Furthermore, AlphaFold demonstrated its effectiveness by its commendable achievements in the CASP competition. The CASP competition is a biennial assessment where participating teams are asked to predict structures of previously unseen proteins. In the CASP13 competition (2018), AlphaFold emerged as the best performer!
Performance of AlphaFold (Purple) and AlphaFold 2 (Blue) in the CASP competition. GDT (global distance test, ranging from 0 to 100) is the primary metric employed by CASP to quantify accuracy of protein structures.
AlphaFold’s achievements were further surpassed by its successor, AlphaFold II (further discussed below), in the CASP14 competition (2019).
Artificial Intelligence is growing at a tremendous rate and AlphaFold has come forth as one of the most impactful applications of AI. AI systems typically employ large computational architectures known as neural networks. As the name suggests, these systems exhibit “intelligence” and learn patterns and dynamics of a problem simply by being exposed to a vast amount of data relating to the problem.
This core idea of learning is precisely why AlphaFold is able to accurately predict complex structures of proteins despite the vast number of structural possibilities for any given sequence.
At this point, it’s only natural to ask how does AlphaFold achieve this?
Like most AI systems, AlphaFold learns patterns and relationships between different protein structures and sequences by being exposed to a large amount of known protein structures obtained from the Protein Data Bank (PDB). Upon completion of learning, AlphaFold can then be used to predict structures of novel proteins. Specifically, AlphaFold predicts the torsion angles and the distances between amino acid residues in a protein; it can be understood that the torsion angles and residual distances of a protein completely characterize its 3D structure. Therefore, accurate prediction of these angles and distances allows for accurate prediction of protein structure.
Since the release of the AlphaFold I paper in Early 2020, DeepMind has unveiled its sequel AlphaFold II. The improvements of AlphaFold II include some computational and architectural modifications to the original system’s neural network, which in turn leads to more accurate and efficient protein structure prediction. This newer, faster and better version of AlphaFold performed significantly better than its predecessor in the CASP14 competition (90% vs 60%, see figure above).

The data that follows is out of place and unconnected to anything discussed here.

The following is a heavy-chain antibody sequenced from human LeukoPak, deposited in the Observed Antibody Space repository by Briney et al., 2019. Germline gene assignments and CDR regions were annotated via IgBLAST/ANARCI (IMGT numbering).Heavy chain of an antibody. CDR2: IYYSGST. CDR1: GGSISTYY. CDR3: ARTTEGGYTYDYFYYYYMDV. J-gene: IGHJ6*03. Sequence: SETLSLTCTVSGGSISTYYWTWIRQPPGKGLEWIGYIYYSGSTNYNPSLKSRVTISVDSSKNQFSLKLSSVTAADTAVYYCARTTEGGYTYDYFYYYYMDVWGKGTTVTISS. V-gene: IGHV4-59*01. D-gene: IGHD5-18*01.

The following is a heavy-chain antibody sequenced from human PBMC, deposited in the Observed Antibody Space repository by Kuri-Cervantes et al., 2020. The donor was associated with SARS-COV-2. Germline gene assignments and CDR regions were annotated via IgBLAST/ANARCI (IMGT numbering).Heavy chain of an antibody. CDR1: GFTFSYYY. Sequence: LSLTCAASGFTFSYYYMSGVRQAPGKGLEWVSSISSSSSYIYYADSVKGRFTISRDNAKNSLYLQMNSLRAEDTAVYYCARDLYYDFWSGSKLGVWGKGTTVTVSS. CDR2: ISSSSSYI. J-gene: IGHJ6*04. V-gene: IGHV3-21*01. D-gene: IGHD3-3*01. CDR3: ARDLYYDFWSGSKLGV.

However, the problem is not 100% solved. Like any other model, there is always room for improvement to learn even more intricate features and to further address ideas such as how proteins fold.
That being said, AlphaFold truly promises to be one of the most significant scientific breakthroughs of our generation. The power to deduce structures of novel proteins with the speed and efficiency that AlphaFold brings to the table clears the pathway for revolutionary breakthroughs in science and medicine.
Learn more about AlphaFold:
- Original article describing AlphaFold I in Nature (2020)
- Original article describing AlphaFold II in Nature (2021)
- Blog post by DeepMind about AlphaFold I
- Blog post by DeepMind about AlphaFold II
- AlphaFold: The making of a scientific breakthrough (YouTube)
About the Author
This post was written by Sarvagya Agrawal. He is an undergraduate student at
University of Toronto looking forward to graduating with a degree in Data
Science/Machine Learning and Molecular Biology. He is heavily interested in Deep
Learning and aims to create efficient models to solve real world problems under the light of both industry and research. Always being fascinated by the field of AI and genomics, he plans to bring some sci-fi theories to life!
5 thoughts on “AlphaFold: Unfolding the mystery behind proteins, the building blocks of life”